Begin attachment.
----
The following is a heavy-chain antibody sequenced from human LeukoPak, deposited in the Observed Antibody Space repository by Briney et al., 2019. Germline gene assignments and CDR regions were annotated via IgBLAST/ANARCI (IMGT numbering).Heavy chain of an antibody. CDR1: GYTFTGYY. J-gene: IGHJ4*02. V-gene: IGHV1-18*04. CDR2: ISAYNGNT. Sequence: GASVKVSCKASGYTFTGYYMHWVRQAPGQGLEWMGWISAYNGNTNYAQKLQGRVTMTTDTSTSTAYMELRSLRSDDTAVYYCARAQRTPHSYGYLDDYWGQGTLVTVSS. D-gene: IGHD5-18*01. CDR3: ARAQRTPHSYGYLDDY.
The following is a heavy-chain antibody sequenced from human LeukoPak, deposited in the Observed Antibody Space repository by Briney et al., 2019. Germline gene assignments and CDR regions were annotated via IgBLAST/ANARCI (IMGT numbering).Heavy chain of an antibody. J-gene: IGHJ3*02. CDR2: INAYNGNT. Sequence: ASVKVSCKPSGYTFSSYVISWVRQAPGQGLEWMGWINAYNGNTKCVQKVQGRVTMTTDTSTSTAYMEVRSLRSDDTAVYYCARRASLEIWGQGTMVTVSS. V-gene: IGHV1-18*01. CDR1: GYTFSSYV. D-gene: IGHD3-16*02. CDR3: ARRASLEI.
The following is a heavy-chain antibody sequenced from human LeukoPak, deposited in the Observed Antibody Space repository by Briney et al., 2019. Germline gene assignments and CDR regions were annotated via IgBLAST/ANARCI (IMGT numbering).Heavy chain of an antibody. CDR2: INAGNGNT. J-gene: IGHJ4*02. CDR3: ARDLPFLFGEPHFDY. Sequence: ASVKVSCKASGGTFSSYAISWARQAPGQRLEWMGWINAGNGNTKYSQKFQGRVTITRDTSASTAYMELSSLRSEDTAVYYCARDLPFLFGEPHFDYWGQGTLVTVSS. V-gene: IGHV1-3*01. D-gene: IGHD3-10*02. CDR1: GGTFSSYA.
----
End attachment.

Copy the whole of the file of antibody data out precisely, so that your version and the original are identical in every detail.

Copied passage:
The following is a heavy-chain antibody sequenced from human LeukoPak, deposited in the Observed Antibody Space repository by Briney et al., 2019. Germline gene assignments and CDR regions were annotated via IgBLAST/ANARCI (IMGT numbering).Heavy chain of an antibody. CDR1: GYTFTGYY. J-gene: IGHJ4*02. V-gene: IGHV1-18*04. CDR2: ISAYNGNT. Sequence: GASVKVSCKASGYTFTGYYMHWVRQAPGQGLEWMGWISAYNGNTNYAQKLQGRVTMTTDTSTSTAYMELRSLRSDDTAVYYCARAQRTPHSYGYLDDYWGQGTLVTVSS. D-gene: IGHD5-18*01. CDR3: ARAQRTPHSYGYLDDY.
The following is a heavy-chain antibody sequenced from human LeukoPak, deposited in the Observed Antibody Space repository by Briney et al., 2019. Germline gene assignments and CDR regions were annotated via IgBLAST/ANARCI (IMGT numbering).Heavy chain of an antibody. J-gene: IGHJ3*02. CDR2: INAYNGNT. Sequence: ASVKVSCKPSGYTFSSYVISWVRQAPGQGLEWMGWINAYNGNTKCVQKVQGRVTMTTDTSTSTAYMEVRSLRSDDTAVYYCARRASLEIWGQGTMVTVSS. V-gene: IGHV1-18*01. CDR1: GYTFSSYV. D-gene: IGHD3-16*02. CDR3: ARRASLEI.
The following is a heavy-chain antibody sequenced from human LeukoPak, deposited in the Observed Antibody Space repository by Briney et al., 2019. Germline gene assignments and CDR regions were annotated via IgBLAST/ANARCI (IMGT numbering).Heavy chain of an antibody. CDR2: INAGNGNT. J-gene: IGHJ4*02. CDR3: ARDLPFLFGEPHFDY. Sequence: ASVKVSCKASGGTFSSYAISWARQAPGQRLEWMGWINAGNGNTKYSQKFQGRVTITRDTSASTAYMELSSLRSEDTAVYYCARDLPFLFGEPHFDYWGQGTLVTVSS. V-gene: IGHV1-3*01. D-gene: IGHD3-10*02. CDR1: GGTFSSYA.